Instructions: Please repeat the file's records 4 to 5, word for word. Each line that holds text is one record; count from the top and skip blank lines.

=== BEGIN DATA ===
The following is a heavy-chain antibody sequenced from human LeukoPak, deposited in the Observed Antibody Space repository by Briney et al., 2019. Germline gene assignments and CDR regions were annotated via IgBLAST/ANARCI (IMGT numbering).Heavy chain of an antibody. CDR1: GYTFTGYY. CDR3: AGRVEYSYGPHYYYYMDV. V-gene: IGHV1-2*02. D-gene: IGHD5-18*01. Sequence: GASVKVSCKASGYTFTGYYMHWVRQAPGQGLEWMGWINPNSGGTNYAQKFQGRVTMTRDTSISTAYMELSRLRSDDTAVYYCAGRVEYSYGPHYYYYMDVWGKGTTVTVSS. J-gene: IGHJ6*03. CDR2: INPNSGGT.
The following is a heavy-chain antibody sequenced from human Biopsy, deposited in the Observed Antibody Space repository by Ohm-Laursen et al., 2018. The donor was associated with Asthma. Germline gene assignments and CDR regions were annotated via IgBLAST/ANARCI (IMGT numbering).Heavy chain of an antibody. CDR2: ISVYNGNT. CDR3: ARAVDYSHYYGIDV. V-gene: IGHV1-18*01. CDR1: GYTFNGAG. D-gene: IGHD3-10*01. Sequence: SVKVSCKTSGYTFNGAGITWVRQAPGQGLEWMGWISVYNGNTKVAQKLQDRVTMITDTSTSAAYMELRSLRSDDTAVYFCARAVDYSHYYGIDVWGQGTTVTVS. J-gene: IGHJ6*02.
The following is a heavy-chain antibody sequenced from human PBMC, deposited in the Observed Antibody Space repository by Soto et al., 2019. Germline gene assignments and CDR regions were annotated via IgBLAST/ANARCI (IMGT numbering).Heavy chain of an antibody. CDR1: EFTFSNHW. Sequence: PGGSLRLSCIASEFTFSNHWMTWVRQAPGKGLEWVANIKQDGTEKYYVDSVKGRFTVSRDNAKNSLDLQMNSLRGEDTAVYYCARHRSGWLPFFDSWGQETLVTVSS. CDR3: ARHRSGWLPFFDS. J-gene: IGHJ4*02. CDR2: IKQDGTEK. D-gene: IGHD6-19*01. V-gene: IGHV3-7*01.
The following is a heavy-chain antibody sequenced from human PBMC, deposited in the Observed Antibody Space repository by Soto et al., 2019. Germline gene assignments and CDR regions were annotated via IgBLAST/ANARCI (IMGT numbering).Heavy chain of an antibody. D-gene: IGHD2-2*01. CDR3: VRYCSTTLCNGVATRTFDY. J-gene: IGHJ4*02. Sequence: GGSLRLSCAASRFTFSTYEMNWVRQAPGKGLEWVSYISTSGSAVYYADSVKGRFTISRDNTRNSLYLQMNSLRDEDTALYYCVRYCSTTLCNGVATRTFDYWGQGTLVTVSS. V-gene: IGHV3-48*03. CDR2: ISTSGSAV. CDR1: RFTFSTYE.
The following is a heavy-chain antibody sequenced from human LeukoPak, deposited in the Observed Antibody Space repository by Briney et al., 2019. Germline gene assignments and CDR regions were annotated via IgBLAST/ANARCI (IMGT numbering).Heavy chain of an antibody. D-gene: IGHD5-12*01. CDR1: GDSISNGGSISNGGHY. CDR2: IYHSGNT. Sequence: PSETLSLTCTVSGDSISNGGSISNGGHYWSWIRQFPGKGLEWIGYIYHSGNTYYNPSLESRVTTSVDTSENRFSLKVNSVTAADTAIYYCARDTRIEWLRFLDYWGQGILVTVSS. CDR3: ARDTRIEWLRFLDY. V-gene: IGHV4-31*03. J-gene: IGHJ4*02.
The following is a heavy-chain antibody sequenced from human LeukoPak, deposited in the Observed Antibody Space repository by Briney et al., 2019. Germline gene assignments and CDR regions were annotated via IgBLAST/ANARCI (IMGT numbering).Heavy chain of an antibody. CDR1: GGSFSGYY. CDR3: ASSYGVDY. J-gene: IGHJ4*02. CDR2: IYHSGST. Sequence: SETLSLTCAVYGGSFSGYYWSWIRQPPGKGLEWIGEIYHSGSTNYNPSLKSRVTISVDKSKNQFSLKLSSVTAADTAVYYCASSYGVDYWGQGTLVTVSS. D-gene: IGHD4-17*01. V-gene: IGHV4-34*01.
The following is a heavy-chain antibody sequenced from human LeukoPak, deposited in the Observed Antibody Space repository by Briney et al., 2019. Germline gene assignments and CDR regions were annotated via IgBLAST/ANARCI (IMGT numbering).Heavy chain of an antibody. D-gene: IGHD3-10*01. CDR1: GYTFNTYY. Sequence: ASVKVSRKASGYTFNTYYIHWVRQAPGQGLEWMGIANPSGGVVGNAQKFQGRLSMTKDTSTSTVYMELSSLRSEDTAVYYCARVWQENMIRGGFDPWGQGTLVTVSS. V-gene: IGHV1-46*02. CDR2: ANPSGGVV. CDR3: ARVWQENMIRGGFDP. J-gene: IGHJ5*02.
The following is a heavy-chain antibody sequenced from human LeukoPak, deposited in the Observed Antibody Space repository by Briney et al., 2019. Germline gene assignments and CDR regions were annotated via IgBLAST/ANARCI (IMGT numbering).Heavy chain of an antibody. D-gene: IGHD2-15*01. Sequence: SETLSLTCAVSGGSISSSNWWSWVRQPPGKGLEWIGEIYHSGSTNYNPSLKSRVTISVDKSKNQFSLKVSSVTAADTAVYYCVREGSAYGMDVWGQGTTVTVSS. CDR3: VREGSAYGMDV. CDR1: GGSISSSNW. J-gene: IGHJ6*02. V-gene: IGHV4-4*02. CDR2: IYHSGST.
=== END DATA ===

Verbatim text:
The following is a heavy-chain antibody sequenced from human PBMC, deposited in the Observed Antibody Space repository by Soto et al., 2019. Germline gene assignments and CDR regions were annotated via IgBLAST/ANARCI (IMGT numbering).Heavy chain of an antibody. D-gene: IGHD2-2*01. CDR3: VRYCSTTLCNGVATRTFDY. J-gene: IGHJ4*02. Sequence: GGSLRLSCAASRFTFSTYEMNWVRQAPGKGLEWVSYISTSGSAVYYADSVKGRFTISRDNTRNSLYLQMNSLRDEDTALYYCVRYCSTTLCNGVATRTFDYWGQGTLVTVSS. V-gene: IGHV3-48*03. CDR2: ISTSGSAV. CDR1: RFTFSTYE.
The following is a heavy-chain antibody sequenced from human LeukoPak, deposited in the Observed Antibody Space repository by Briney et al., 2019. Germline gene assignments and CDR regions were annotated via IgBLAST/ANARCI (IMGT numbering).Heavy chain of an antibody. D-gene: IGHD5-12*01. CDR1: GDSISNGGSISNGGHY. CDR2: IYHSGNT. Sequence: PSETLSLTCTVSGDSISNGGSISNGGHYWSWIRQFPGKGLEWIGYIYHSGNTYYNPSLESRVTTSVDTSENRFSLKVNSVTAADTAIYYCARDTRIEWLRFLDYWGQGILVTVSS. CDR3: ARDTRIEWLRFLDY. V-gene: IGHV4-31*03. J-gene: IGHJ4*02.